Tactical Nuclear Weapons: Time for Control

By Taina Susiluoto | Go to book overview

CHAPTER 8

THE CHALLENGED REGIME ON TACTICAL NUCLEAR
WEAPONS: DEBATE ON LEGAL ASPECTS

Taina Susiluoto 1

The worst terrorist attacks in the history of the United States took place on 11 September 2001. Suicide hijackers turned Boeing 757 and 767 airplanes into guided missiles that struck two economic and military symbols of the United States, the World Trade Center towers in New York and the Pentagon building in Washington. This tragic event brought to an end the illusion of American invulnerability.

The events of 11 September united the world in an unprecedented way. Within hours the United Nations Security Council condemned the attacks. For the first time in the history of the North Atlantic Treaty Organisation (NATO), Article 5, which stipulates that an armed attack against one member is considered as an attack against all members, was invoked. 2 Statements presented at the Conference on Disarmament (CD) in Geneva on Thursday, 14 September underscored the fact that these attacks were not directed only against the United States. The Secretary-General of the United Nations Kofi Annan contributed an article to the New York Times in which he stated that these terrorist attacks though aimed at one nation wounded an entire world. 3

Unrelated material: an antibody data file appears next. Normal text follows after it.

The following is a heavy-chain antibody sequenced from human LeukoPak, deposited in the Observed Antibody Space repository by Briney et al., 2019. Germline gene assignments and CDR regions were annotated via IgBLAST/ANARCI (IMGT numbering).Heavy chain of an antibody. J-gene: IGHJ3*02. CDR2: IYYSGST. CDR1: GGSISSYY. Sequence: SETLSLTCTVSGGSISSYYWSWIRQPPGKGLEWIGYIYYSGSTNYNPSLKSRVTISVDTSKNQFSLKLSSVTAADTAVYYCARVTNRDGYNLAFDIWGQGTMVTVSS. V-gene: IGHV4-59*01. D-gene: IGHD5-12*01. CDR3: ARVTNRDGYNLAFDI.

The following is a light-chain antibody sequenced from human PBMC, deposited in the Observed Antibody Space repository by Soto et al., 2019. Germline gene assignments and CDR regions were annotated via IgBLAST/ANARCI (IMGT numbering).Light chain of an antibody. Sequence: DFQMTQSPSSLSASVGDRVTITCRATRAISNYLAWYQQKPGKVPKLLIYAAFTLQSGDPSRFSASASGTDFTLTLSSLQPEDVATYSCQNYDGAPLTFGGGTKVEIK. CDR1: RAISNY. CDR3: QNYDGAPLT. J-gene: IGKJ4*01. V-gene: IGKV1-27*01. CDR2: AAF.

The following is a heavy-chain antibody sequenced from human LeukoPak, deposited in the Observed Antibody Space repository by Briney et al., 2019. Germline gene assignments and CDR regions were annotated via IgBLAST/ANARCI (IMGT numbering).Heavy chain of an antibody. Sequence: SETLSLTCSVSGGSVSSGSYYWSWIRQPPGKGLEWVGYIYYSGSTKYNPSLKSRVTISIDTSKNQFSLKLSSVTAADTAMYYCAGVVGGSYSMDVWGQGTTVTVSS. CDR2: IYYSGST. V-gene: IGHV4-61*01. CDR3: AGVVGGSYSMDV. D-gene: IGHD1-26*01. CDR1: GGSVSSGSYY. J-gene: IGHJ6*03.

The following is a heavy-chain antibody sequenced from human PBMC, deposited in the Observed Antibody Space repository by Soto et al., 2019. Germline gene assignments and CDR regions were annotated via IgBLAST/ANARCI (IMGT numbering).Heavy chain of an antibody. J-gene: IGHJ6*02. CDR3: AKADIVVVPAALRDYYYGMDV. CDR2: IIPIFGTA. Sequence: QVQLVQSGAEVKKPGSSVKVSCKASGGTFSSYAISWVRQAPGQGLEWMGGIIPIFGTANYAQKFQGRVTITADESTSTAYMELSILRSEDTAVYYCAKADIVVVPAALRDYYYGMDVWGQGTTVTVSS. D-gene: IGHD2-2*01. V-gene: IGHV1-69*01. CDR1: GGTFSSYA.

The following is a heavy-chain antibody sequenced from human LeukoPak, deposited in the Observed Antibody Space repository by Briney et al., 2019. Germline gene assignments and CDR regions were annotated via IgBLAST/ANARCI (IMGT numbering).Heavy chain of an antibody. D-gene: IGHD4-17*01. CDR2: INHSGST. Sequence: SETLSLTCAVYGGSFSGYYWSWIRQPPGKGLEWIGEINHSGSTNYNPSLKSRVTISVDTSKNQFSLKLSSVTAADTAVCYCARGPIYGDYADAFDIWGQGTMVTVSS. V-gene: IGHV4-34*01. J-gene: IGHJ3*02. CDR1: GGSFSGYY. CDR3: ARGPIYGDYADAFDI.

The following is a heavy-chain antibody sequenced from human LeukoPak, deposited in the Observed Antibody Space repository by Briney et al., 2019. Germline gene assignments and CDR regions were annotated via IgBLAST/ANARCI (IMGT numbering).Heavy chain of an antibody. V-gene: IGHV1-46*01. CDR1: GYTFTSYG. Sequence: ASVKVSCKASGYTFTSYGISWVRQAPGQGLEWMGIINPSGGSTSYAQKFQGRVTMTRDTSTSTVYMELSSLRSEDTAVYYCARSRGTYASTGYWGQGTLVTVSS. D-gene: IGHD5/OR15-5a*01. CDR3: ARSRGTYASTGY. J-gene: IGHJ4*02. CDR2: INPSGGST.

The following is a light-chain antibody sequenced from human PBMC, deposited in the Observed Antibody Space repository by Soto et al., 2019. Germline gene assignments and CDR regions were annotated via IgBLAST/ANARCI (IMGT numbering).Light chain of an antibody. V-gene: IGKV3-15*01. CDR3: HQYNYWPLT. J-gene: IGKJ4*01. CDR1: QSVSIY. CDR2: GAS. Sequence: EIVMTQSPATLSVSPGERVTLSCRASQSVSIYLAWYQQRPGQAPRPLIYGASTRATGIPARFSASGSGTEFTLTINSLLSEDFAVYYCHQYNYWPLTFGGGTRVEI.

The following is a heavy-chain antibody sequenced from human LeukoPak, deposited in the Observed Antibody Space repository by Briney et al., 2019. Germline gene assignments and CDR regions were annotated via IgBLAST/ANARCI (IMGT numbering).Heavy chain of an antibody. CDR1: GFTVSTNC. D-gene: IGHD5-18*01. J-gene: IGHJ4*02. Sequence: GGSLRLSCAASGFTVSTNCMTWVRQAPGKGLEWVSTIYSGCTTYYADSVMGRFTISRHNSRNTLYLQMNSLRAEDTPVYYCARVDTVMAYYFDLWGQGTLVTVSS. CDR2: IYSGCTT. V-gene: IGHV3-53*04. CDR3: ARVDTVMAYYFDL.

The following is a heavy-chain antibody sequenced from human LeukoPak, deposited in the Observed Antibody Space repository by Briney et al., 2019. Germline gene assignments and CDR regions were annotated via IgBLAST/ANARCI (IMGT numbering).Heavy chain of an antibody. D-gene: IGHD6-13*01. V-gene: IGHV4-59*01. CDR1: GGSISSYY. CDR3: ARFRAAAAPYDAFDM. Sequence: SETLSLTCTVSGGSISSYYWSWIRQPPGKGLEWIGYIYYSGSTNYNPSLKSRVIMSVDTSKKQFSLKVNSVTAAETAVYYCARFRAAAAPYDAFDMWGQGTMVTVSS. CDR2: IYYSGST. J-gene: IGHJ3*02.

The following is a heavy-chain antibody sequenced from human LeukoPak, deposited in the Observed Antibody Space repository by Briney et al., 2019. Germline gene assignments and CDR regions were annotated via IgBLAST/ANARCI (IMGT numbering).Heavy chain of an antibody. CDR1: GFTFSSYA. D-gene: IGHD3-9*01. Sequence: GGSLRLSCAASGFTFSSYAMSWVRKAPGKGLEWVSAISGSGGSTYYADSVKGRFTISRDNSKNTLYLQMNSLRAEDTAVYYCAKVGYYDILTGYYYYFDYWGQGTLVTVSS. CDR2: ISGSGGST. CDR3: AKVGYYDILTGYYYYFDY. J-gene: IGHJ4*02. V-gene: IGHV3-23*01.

The current crisis of State-to-State arms control, whether multilateral or bilateral, is also faced with this new threat. As the contribution of arms control to international security is questioned and challenged, the time has come to grasp the momentum and show cooperation beyond traditional boundaries. In the midst of grief and sorrow for lost lives one must not neglect how much worse the situation would have been if weapons of mass destruction had been used. Particular measures are needed for tactical

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